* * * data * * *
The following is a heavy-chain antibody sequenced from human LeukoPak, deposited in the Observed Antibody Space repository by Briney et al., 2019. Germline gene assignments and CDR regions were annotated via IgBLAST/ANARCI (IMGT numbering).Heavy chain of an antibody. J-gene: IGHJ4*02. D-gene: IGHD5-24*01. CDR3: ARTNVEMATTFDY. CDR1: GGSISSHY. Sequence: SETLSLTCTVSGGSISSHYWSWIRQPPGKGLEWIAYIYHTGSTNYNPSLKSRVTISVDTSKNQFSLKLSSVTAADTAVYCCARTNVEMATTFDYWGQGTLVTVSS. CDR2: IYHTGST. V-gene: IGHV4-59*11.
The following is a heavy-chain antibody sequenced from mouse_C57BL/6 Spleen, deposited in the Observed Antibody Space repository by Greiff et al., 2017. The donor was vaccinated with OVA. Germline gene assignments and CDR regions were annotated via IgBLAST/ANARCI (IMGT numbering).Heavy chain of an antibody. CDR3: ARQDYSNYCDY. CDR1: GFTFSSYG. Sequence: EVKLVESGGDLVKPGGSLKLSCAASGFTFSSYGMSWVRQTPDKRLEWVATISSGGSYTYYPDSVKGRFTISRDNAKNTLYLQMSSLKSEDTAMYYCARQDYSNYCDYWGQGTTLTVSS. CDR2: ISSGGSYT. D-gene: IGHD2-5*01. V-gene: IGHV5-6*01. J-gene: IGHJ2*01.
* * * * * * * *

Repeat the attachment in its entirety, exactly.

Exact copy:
The following is a heavy-chain antibody sequenced from human LeukoPak, deposited in the Observed Antibody Space repository by Briney et al., 2019. Germline gene assignments and CDR regions were annotated via IgBLAST/ANARCI (IMGT numbering).Heavy chain of an antibody. J-gene: IGHJ4*02. D-gene: IGHD5-24*01. CDR3: ARTNVEMATTFDY. CDR1: GGSISSHY. Sequence: SETLSLTCTVSGGSISSHYWSWIRQPPGKGLEWIAYIYHTGSTNYNPSLKSRVTISVDTSKNQFSLKLSSVTAADTAVYCCARTNVEMATTFDYWGQGTLVTVSS. CDR2: IYHTGST. V-gene: IGHV4-59*11.
The following is a heavy-chain antibody sequenced from mouse_C57BL/6 Spleen, deposited in the Observed Antibody Space repository by Greiff et al., 2017. The donor was vaccinated with OVA. Germline gene assignments and CDR regions were annotated via IgBLAST/ANARCI (IMGT numbering).Heavy chain of an antibody. CDR3: ARQDYSNYCDY. CDR1: GFTFSSYG. Sequence: EVKLVESGGDLVKPGGSLKLSCAASGFTFSSYGMSWVRQTPDKRLEWVATISSGGSYTYYPDSVKGRFTISRDNAKNTLYLQMSSLKSEDTAMYYCARQDYSNYCDYWGQGTTLTVSS. CDR2: ISSGGSYT. D-gene: IGHD2-5*01. V-gene: IGHV5-6*01. J-gene: IGHJ2*01.